The move comes amongst efforts of the Commercial Revenue Unit to increase Trinity’s commercial revenue from College, which will also see updates to the Book of Kells exhibition, and the construction of a new visitor centre on the Berkeley Podium. Other components of this strategy have included the incorporation of a commercial subsidiary, Trinity Commercial Brand Services Ltd, an independent company formed by Trinity and overseen by the College Board. This will sell Trinity-inspired products internationally, with a projected yearly turnover of €25 million. This July, in partnership with MCD Promotions, will also see Trinity play venue to a series of concerts, featuring the likes of alt-J and Pixies.

The refurbishment of Regent House to incorporate a Visitor Centre, as well as the remodelling of the Nassau St entrance, have also formed part of the strategy. Both projects, significantly delayed, saw months of construction work on campus.

Other universities, such as Harvard, also provide for tours of their campus. These are usually run by an in-house body, or by one affiliated with the colleges.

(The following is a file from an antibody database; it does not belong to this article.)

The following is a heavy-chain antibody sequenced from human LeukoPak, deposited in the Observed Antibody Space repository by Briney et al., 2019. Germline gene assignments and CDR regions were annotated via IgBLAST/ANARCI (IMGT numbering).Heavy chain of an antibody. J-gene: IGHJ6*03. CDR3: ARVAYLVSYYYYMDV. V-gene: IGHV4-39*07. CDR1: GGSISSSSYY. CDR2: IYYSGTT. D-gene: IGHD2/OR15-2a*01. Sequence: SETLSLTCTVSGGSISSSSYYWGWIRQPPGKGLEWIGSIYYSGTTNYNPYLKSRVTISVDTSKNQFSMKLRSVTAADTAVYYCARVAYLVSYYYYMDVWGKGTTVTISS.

Fáilte Ireland are currently reviewing the education and training guidelines for tour guides in Ireland, with a view toward ensuring a more “robust” programme of education. The Approved Tourist Guides of Ireland currently oversee training and accreditation of tour guides in Ireland, though there is no mention of liaising with this body in particular in the policy.

Clare College in Cambridge, one of Cambridge’s oldest and largest Colleges, recently announced that it would close to the public, following repeated instances of trespassing, including cases of tourists turning up in student bedrooms and on roofs.

Sign Up to Our Weekly Newsletters

Get The University Times into your inbox twice a week.